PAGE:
The Collaborative International Dictionary of English v.0.48:
Electric \E*lec"tric\ ([-e]*l[e^]k"tr[i^]k), Electrical
\E*lec"tric*al\ ([-e]*l[e^]k"tr[i^]*kal), a. [L. electrum amber,
a mixed metal, Gr. 'h`lektron; akin to 'hle`ktwr the beaming
sun, cf. Skr. arc to beam, shine: cf. F. ['e]lectrique. The
name came from the production of electricity by the friction
1. Pertaining to electricity; consisting of, containing,
derived from, or produced by, electricity; as, electric
power or virtue; an electric jar; electric effects; an
electric spark; an electric charge; an electric current;
an electrical engineer.
2. Capable of occasioning the phenomena of electricity; as,
an electric or electrical machine or substance; an
3. Electrifying; thrilling; magnetic. "Electric Pindar."
4. powered by electricity; as, electrical appliances; an
electric toothbrush; an electric automobile.
Electric atmosphere, or Electric aura. See under Aura.
Electrical battery. See Battery.
Electrical brush. See under Brush.
Electric cable. See Telegraph cable, under Telegraph.
Electric candle. See under Candle.
Electric cat (Zo["o]l.), one of three or more large species
of African catfish of the genus Malapterurus (esp. M.
electricus of the Nile). They have a large electrical
organ and are able to give powerful shocks; -- called also
Electric clock. See under Clock, and see
Electric current, a current or stream of electricity
traversing a closed circuit formed of conducting
substances, or passing by means of conductors from one
body to another which is in a different electrical state.
Electric eel, or Electrical eel (Zo["o]l.), a South
American eel-like fresh-water fish of the genus Gymnotus
(G. electricus), from two to five feet in length,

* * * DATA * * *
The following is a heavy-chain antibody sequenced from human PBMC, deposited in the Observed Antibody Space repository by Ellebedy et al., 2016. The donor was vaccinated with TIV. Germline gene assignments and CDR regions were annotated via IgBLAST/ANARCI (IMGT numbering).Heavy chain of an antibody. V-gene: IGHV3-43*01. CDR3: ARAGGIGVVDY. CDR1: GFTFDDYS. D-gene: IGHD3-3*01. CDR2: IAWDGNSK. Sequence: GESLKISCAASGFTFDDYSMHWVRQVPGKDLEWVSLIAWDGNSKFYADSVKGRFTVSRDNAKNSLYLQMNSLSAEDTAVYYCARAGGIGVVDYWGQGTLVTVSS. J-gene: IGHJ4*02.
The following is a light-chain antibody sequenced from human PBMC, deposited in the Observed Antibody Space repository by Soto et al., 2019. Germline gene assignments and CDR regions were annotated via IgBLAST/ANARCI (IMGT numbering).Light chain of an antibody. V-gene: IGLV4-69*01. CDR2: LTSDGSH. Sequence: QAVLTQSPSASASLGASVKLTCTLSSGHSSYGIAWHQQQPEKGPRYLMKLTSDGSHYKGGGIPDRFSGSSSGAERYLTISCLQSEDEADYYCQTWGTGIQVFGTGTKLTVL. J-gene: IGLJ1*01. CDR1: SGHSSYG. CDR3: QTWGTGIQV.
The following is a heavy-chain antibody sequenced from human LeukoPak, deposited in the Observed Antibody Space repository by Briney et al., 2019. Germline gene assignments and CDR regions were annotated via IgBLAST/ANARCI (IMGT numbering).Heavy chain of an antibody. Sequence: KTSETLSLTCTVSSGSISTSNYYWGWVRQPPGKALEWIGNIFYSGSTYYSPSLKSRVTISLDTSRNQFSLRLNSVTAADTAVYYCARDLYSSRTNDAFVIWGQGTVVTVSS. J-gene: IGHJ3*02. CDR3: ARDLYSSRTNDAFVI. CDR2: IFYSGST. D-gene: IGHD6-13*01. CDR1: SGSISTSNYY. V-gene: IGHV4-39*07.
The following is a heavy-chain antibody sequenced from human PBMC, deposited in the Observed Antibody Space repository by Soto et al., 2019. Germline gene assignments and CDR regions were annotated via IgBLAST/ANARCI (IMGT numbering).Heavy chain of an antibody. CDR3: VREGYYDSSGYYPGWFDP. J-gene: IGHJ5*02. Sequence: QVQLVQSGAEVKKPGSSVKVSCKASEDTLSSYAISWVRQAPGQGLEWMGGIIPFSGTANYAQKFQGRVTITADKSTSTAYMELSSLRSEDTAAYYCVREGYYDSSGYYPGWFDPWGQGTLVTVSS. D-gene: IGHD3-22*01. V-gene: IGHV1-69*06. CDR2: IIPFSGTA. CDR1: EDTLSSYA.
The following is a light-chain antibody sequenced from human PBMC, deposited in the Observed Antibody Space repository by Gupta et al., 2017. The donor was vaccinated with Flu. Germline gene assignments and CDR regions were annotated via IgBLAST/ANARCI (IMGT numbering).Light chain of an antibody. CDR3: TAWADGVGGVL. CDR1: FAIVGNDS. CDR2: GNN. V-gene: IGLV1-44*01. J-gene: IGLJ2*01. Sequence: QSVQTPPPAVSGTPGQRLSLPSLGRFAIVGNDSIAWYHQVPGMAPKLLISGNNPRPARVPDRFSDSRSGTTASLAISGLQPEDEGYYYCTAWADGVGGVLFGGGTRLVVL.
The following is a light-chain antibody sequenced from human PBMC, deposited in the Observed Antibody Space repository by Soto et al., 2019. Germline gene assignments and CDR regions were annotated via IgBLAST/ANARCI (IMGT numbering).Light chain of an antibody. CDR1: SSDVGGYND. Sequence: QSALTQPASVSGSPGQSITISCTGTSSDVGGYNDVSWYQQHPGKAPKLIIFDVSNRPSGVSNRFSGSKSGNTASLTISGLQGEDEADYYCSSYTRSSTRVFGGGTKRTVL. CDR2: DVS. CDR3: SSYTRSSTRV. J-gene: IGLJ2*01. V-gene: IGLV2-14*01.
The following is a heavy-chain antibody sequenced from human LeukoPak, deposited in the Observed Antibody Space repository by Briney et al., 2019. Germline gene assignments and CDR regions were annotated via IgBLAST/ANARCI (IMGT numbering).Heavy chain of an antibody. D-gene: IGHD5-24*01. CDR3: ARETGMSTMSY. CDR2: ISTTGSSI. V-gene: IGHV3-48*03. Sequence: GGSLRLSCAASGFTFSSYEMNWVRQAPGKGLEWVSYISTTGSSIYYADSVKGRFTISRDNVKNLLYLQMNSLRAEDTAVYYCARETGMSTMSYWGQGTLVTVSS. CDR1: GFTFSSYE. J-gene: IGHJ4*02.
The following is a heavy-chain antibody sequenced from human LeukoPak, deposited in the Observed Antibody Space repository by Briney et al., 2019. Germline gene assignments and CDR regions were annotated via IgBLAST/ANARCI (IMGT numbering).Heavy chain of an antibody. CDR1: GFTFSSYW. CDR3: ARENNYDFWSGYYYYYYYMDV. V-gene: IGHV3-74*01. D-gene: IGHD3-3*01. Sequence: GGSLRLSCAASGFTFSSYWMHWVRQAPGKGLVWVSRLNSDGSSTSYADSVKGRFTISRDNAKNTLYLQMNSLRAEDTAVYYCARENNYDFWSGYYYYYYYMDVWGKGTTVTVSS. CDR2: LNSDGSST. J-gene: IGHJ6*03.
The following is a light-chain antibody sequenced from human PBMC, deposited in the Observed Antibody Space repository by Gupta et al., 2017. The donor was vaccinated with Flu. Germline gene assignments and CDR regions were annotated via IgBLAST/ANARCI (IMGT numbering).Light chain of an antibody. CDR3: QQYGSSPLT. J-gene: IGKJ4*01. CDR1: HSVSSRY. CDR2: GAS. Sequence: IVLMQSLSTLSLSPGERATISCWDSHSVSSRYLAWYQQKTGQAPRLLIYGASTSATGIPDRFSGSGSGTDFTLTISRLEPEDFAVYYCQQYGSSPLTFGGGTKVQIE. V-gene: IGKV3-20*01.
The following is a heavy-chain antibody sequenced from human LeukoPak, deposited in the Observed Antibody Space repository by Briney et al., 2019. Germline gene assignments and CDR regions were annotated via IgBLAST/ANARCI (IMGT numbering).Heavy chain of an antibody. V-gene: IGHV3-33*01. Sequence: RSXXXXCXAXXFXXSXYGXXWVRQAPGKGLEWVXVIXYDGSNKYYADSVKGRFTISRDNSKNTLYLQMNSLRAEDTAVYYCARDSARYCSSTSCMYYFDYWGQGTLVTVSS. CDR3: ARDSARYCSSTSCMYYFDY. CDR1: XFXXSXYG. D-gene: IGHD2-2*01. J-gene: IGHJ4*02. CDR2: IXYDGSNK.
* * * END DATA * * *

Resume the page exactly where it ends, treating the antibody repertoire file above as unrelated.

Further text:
capable of giving a violent electric shock. See
Electrical fish (Zo["o]l.), any fish which has an
electrical organ by means of which it can give an
electrical shock. The best known kinds are the torpedo,
the gymnotus, or electrical eel, and the electric
cat. See Torpedo, and Gymnotus.
Electric fluid, the supposed matter of electricity;
Electrical image (Elec.), a collection of electrical points
regarded as forming, by an analogy with optical phenomena,
an image of certain other electrical points, and used in
the solution of electrical problems. --Sir W. Thomson.
Electric machine, or Electrical machine, an apparatus for
generating, collecting, or exciting, electricity, as by
Electric motor. See Electro-motor, 2.
Electric osmose. (Physics) See under Osmose.
Electric pen, a hand pen for making perforated stencils for
multiplying writings. It has a puncturing needle driven at
great speed by a very small magneto-electric engine on the
Electric railway, a railway in which the machinery for
moving the cars is driven by an electric current.
Electric ray (Zo["o]l.), the torpedo.
Electric telegraph. See Telegraph.